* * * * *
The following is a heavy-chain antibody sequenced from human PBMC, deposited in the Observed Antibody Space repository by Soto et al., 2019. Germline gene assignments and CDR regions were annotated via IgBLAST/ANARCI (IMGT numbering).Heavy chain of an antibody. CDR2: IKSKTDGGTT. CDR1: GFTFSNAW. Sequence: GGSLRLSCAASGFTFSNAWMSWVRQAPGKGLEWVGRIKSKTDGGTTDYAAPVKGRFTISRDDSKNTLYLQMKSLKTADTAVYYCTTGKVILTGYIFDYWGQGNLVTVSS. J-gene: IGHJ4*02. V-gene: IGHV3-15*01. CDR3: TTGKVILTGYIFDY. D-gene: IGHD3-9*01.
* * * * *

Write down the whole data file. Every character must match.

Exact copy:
The following is a heavy-chain antibody sequenced from human PBMC, deposited in the Observed Antibody Space repository by Soto et al., 2019. Germline gene assignments and CDR regions were annotated via IgBLAST/ANARCI (IMGT numbering).Heavy chain of an antibody. CDR2: IKSKTDGGTT. CDR1: GFTFSNAW. Sequence: GGSLRLSCAASGFTFSNAWMSWVRQAPGKGLEWVGRIKSKTDGGTTDYAAPVKGRFTISRDDSKNTLYLQMKSLKTADTAVYYCTTGKVILTGYIFDYWGQGNLVTVSS. J-gene: IGHJ4*02. V-gene: IGHV3-15*01. CDR3: TTGKVILTGYIFDY. D-gene: IGHD3-9*01.